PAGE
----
This is a sweet and rare moment for the University of Minnesota. The Gophers' traditional excellence in lower-revenue sports is this month pairing with successes in larger-revenue sports.

"The Rouser" can no longer be mistaken for a dirge.

The Gophers volleyball team, despite Thursday's semifinal loss to Stanford, qualified for its third Final Four in five seasons, a remarkable accomplishment considering this did not appear to be one of coach Hugh McCutcheon's strongest teams.

McCutcheon, a New Zealander who won an Olympic gold medal with the U.S. men's Olympic team and a silver with the women's team, has bolstered his reputation as one of the world's best volleyball coaches while discovering the joys of black ice.

The women's basketball team led by Lindsay Whalen has won nine consecutive games since a loss in the season opener. That includes a victory over a rebuilding Notre Dame team that usually ranks among the country's best. Whalen is 30-12 as a head coach.

P.J. Fleck is taking the football team to the Outback Bowl following its first 10-victory season since 2003, in an attempt to win 11 games for the first time since 1904. Safety Antoine Winfield Jr. is a consensus All-America.

Facing Auburn is daunting, but the last time the Gophers faced an SEC power in a bowl game, the Gophers beat Alabama 20-16 in the 2004 Music City Bowl, while punishing the Tide. Marion Barber III and Laurence Maroney rushed 66 times for 292 yards in that game, while Alabama rushed 21 times for 21 yards.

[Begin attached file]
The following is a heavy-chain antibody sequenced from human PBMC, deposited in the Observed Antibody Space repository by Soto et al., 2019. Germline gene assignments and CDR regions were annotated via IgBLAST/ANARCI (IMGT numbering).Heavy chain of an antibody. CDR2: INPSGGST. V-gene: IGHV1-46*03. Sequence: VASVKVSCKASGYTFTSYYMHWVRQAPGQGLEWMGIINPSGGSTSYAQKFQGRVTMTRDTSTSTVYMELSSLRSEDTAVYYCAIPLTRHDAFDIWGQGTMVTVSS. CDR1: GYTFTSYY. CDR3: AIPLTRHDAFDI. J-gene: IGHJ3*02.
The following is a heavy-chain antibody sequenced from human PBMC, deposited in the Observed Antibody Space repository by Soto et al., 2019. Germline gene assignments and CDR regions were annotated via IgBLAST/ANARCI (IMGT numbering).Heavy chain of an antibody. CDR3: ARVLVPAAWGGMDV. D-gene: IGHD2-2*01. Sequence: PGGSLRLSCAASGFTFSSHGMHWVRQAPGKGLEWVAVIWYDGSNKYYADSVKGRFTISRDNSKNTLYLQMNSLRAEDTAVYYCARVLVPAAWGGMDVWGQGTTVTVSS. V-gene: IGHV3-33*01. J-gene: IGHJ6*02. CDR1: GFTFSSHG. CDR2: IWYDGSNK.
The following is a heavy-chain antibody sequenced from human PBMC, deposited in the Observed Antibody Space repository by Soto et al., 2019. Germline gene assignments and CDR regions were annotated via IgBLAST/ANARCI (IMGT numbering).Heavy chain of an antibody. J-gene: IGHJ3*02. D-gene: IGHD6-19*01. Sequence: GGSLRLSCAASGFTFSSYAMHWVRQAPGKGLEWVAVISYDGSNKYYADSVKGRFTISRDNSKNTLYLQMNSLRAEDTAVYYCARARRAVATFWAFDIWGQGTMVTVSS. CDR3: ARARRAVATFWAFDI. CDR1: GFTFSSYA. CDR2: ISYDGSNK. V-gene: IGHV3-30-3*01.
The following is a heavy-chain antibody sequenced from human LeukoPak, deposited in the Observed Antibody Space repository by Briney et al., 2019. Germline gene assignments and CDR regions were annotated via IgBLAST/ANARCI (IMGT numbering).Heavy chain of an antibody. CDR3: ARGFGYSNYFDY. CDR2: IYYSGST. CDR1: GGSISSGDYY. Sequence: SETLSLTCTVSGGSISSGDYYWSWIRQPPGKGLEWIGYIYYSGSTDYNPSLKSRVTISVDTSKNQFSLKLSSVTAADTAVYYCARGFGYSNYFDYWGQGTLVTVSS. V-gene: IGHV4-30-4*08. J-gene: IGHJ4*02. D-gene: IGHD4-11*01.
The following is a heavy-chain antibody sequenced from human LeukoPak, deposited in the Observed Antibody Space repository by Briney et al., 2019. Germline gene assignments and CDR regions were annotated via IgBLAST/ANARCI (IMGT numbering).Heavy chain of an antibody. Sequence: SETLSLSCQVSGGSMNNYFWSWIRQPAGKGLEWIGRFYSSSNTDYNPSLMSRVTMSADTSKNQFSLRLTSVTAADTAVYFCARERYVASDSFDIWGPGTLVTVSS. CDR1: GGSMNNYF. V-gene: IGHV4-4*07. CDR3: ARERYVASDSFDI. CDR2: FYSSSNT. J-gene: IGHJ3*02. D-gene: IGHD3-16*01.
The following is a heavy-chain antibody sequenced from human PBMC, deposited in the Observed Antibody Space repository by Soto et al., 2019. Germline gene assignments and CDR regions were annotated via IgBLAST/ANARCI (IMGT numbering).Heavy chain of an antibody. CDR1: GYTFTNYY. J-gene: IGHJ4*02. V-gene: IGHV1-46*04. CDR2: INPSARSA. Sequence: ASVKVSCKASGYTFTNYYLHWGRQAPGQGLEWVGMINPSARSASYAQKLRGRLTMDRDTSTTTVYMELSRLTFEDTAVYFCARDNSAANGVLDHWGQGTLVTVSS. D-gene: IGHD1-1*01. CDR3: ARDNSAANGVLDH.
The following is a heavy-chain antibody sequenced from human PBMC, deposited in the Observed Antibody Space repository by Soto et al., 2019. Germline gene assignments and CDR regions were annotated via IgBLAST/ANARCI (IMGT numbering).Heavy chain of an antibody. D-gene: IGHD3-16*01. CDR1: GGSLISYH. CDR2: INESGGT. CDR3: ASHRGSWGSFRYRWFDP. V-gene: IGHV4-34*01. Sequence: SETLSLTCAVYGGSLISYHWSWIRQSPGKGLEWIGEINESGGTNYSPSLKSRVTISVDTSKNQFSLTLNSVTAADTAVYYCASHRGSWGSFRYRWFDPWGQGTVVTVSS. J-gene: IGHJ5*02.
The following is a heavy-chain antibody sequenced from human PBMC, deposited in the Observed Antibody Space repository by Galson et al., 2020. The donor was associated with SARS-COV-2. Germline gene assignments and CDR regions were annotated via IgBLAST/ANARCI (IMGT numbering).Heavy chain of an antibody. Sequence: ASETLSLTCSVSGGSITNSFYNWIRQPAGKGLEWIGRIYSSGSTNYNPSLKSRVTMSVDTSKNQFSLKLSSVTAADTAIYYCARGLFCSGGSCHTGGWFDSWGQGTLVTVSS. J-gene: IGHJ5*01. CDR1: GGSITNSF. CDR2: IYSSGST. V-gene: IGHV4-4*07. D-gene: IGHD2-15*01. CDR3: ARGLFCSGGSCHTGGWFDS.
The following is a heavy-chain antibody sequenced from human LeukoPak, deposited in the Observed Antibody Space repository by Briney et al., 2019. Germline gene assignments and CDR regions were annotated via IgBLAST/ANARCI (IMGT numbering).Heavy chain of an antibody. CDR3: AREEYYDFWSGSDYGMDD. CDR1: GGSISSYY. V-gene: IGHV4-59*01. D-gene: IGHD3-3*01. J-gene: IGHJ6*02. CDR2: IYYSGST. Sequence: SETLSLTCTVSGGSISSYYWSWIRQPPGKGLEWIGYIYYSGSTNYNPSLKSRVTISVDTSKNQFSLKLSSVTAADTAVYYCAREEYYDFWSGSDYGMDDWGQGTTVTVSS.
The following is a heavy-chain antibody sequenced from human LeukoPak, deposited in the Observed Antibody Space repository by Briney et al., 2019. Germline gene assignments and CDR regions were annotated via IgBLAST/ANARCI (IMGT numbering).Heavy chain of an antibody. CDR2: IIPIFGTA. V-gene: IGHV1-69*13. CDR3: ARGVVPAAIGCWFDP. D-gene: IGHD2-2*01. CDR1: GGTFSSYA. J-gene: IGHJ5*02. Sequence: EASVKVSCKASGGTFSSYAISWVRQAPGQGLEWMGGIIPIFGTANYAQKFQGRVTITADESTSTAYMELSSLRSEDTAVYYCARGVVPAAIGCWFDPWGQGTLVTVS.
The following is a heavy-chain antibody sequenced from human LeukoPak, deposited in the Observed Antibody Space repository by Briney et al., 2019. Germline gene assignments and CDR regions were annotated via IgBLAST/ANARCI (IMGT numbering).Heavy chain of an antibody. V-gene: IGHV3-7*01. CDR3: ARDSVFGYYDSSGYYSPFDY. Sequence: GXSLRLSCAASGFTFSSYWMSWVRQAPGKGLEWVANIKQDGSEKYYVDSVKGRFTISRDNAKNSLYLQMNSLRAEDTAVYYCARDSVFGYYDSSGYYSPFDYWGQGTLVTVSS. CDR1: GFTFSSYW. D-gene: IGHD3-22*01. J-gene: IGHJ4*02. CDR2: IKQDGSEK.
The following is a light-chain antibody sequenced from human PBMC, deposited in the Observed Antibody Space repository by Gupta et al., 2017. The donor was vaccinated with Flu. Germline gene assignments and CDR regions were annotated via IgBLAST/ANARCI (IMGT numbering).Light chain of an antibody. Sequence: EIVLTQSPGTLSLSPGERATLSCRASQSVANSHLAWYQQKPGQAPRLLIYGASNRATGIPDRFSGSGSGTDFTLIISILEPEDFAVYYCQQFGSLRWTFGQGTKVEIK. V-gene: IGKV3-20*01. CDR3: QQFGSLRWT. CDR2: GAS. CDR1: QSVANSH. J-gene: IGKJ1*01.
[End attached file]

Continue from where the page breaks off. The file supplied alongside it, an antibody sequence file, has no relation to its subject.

Gopher men's basketball on Sunday beat No. 3 Ohio State at The Barn for the program's first victory over a top-five team since 2013. Richard Pitino has made the NCAA tournament in two of the past three years. In March, he beat Louisville 86-76 in the NCAA tournament. Louisville just replaced Ohio State at No. 3 in the AP poll.

Pitino has missed on entire recruiting classes of quality Minnesota athletes, but he shouldn't be judged by his team's 5-5 record. Pitino had the guts to take on a difficult nonconference schedule that included a loss to Utah. On Wednesday, Utah beat Kentucky.

The Gophers softball team qualified for its first College World Series last year.

"Minnesota is a place where you can chase your dreams," coach Jamie Trachsel said at the time.

Baseball remains in good hands with John Anderson, another Gophers lifer. Gophers wrestling is ranked 15th in the nation.

Last year, Minnesota was the only school from a Power Five conference to post winning records in every team sport. During the 2018-19 seasons, Gophers sports finished behind only Michigan in average finish of team sports in the Big Ten Conference.

This is a good time to be a Minnesota alum, fan or coach. Whalen is all three.

"As an alum and a fan of all of our sports, this has been amazing to watch," Whalen said. "What P.J. Fleck was able to do was really awesome. I've been watching Gopher football since I was 5. To get "College GameDay" to our campus and to go to this bowl game … it is amazing.

"Then to be on campus and to be even more invested, this has really been a fun year. I've gotten to know Hugh really well. He's a great coach."

Whalen went on to praise Pitino and the softball and hockey teams, among others.

College sports provide a simple hierarchy. The sports are dominated by coaches, who are responsible for everything from game plans to recruiting, and the athletic director is in charge of all the coaches.

Gophers AD Mark Coyle, who hired Fleck and Whalen among others, is in line for some praise.

"He should get a ton of it," Whalen said. "He put everybody in a great position. He's given us what we need. We know he wants us to take this whole program and university and athletic department to the next level.

"He's very competitive. You can tell when you talk to him. He wants to win and be great and do things the right way."